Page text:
By Andrew Leci
I have decided to let the dust settle before penning my views on the latest saga involving John Terry.
Firstly, because hindsight is a wonderful thing (and unlike nostalgia, actually is what it used to be), and secondly, because it's easier to say something original once you know what has already been said.
There will be no revelations, I expect, but often in life it's too easy to see things in black and white, despite the existence of so many shades of grey.
The fact that Terry was found guilty of using "abusive and/or insulting words and/or behaviour, which included a reference to ethnic origin and/or colour and/or race" by an independent FA tribunal, came as no surprise to anyone - the FA wouldn't have set up the hearing in the first place had they not been supremely confident of a conviction (especially after his acquittal in a criminal court).
The difference was that a criminal court had to establish guilt beyond reasonable doubt, while the FA's action merely had ‘probability' to prove. John Terry knew what the verdict was going to be. We all did.
Terry's pleas of innocence revolved around his assertion that he was merely repeating words in order to deny that he had actually said them, "a challenge to what he believed had been said to him" (according to the criminal court's ruling) in which case, there is an argument that he is not guilty of the abuse.
That would lead to the conclusion that he is just plain stupid.
What exactly did he think was going to happen in front of a packed stadium of spectators, and in the full glare of the multitude of television cameras that are present to cover every Barclays Premier League match?
And, perhaps more importantly, why were those words even in the vicinity of an on-field conversation during a match in the first place?
Character witnesses, including former Chelsea manager Carlo Ancelotti, have come to Terry's defence, insisting that he is not a racist (teammate Ashley Cole weighed in as well, incidentally, although his credentials as a source for a character reference are, at best, questionable).
This may well be the case. Unfortunately, it doesn't matter.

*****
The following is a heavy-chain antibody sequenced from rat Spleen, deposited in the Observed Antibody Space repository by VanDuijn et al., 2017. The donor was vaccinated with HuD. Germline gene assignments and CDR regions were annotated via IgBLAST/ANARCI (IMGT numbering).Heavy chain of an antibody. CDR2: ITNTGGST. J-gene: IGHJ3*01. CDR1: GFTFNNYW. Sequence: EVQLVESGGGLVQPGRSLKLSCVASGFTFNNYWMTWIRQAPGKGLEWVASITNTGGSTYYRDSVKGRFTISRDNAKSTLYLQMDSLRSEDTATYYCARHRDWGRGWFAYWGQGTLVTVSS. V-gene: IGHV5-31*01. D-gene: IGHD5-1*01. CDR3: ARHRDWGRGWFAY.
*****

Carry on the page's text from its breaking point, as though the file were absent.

The FA has been desperate to set an example of their zero tolerance attitude to racial abuse, and in many ways John Terry's behaviour has been something of a gift.
It's interesting to compare his 4 match ban to that of Luis Suarez, who was handed down double the amount for an apparently similar offence, while Terry's financial punishment (the largest ever meted out by English football's governing body) was substantially greater. That it amounts to little more than a week's wages for the 31 year old Chelsea captain is neither here nor there, and I suspect his response to writing out the cheque was similarly blasé.
Would Terry have been upset over the apparent damage to his reputation? Probably. Was there much of a reputation to damage? Probably not.
Terry polarises opinion, that much is clear. Chelsea fans love him, and, in all likelihood, would continue to do so even if he were to be convicted as a serial killer, while most of the rest of the world....do not appear to like him very much.
He has a thick skin (we're talking armadillo here), and it's interesting (although not surprising) to note that his performances as a Chelsea player do not appear to have been compromised by any of the trials and tribulations he has undergone. The problem is, it looks as though his moral compass is slightly (I'm being kind) off kilter - possibly as a result of the view he takes in from the pedestal on which he has been put.
Yes, sorry everyone; it's our fault.
We've helped to create the icon; we've played our part in putting him in a position in which he feels that normal rules do not apply, and that, basically, he can do whatever he wants, say whatever he wants and act in a manner (whenever he wants) that most of us would frown upon.
Being a smart, enlightened person has never been a prerequisite for a professional footballer, which is fortunate for many. John Terry is merely another example of a flawed human being who doesn't have the intelligence (emotional or otherwise) to ascribe to a set of standards and a moral code that is at least accepted by most people.
Does it make him a bad person? Probably not, but possibly. Does he seem to care whether we think of him as a bad person or not? I'll let you be the judge of that.